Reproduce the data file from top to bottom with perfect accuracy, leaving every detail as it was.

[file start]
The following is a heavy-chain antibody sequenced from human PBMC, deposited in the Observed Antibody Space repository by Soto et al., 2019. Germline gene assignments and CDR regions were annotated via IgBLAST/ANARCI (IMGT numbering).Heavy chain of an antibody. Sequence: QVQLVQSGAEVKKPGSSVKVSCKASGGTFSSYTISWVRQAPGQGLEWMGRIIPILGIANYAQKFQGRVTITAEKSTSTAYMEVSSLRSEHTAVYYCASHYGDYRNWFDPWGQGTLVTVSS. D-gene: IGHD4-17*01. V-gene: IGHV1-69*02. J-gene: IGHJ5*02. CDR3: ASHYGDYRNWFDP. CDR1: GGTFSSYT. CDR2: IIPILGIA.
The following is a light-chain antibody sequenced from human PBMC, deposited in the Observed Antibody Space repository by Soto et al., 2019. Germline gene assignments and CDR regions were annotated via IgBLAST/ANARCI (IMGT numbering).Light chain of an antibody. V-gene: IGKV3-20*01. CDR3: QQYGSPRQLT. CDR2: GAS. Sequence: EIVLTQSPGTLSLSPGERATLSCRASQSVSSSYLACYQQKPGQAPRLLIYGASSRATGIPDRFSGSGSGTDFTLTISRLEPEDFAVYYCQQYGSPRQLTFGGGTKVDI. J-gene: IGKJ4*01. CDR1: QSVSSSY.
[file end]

The following is a heavy-chain antibody sequenced from human PBMC, deposited in the Observed Antibody Space repository by Soto et al., 2019. Germline gene assignments and CDR regions were annotated via IgBLAST/ANARCI (IMGT numbering).Heavy chain of an antibody. Sequence: QVQLVQSGAEVKKPGSSVKVSCKASGGTFSSYTISWVRQAPGQGLEWMGRIIPILGIANYAQKFQGRVTITAEKSTSTAYMEVSSLRSEHTAVYYCASHYGDYRNWFDPWGQGTLVTVSS. D-gene: IGHD4-17*01. V-gene: IGHV1-69*02. J-gene: IGHJ5*02. CDR3: ASHYGDYRNWFDP. CDR1: GGTFSSYT. CDR2: IIPILGIA.
The following is a light-chain antibody sequenced from human PBMC, deposited in the Observed Antibody Space repository by Soto et al., 2019. Germline gene assignments and CDR regions were annotated via IgBLAST/ANARCI (IMGT numbering).Light chain of an antibody. V-gene: IGKV3-20*01. CDR3: QQYGSPRQLT. CDR2: GAS. Sequence: EIVLTQSPGTLSLSPGERATLSCRASQSVSSSYLACYQQKPGQAPRLLIYGASSRATGIPDRFSGSGSGTDFTLTISRLEPEDFAVYYCQQYGSPRQLTFGGGTKVDI. J-gene: IGKJ4*01. CDR1: QSVSSSY.